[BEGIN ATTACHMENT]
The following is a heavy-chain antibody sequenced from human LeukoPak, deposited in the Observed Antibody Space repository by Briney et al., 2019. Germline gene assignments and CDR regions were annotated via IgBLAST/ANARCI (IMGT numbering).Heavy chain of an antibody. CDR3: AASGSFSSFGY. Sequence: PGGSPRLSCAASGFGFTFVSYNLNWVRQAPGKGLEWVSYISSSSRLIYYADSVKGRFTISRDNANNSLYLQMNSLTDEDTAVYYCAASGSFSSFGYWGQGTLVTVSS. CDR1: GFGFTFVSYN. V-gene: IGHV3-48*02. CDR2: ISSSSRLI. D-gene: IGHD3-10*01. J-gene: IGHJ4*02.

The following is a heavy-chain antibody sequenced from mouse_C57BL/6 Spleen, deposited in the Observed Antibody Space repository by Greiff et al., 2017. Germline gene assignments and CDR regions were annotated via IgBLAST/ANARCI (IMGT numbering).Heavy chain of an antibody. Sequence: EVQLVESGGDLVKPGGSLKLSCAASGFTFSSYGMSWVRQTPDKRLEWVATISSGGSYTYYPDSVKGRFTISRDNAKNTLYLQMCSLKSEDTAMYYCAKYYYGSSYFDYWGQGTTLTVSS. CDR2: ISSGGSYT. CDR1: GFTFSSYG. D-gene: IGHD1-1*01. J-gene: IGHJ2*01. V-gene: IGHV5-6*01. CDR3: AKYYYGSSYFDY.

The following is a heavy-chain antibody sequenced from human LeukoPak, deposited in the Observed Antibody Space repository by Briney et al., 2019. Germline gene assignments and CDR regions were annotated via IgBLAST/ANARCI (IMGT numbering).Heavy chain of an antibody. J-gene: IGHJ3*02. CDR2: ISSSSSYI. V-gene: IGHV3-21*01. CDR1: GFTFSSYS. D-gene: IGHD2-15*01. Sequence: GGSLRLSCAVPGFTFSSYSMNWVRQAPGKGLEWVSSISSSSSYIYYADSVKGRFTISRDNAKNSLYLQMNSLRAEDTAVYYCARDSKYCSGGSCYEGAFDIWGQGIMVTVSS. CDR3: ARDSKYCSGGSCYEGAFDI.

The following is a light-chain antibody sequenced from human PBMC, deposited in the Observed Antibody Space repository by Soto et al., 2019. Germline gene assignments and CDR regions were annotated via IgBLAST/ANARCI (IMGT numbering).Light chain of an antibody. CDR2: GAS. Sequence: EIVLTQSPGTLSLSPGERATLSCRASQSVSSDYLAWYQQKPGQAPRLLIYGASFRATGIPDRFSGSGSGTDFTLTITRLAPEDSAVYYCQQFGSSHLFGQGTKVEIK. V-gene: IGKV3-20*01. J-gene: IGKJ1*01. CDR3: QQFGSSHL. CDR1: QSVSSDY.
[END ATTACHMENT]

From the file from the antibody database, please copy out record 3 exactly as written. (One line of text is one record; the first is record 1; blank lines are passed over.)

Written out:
The following is a heavy-chain antibody sequenced from human LeukoPak, deposited in the Observed Antibody Space repository by Briney et al., 2019. Germline gene assignments and CDR regions were annotated via IgBLAST/ANARCI (IMGT numbering).Heavy chain of an antibody. J-gene: IGHJ3*02. CDR2: ISSSSSYI. V-gene: IGHV3-21*01. CDR1: GFTFSSYS. D-gene: IGHD2-15*01. Sequence: GGSLRLSCAVPGFTFSSYSMNWVRQAPGKGLEWVSSISSSSSYIYYADSVKGRFTISRDNAKNSLYLQMNSLRAEDTAVYYCARDSKYCSGGSCYEGAFDIWGQGIMVTVSS. CDR3: ARDSKYCSGGSCYEGAFDI.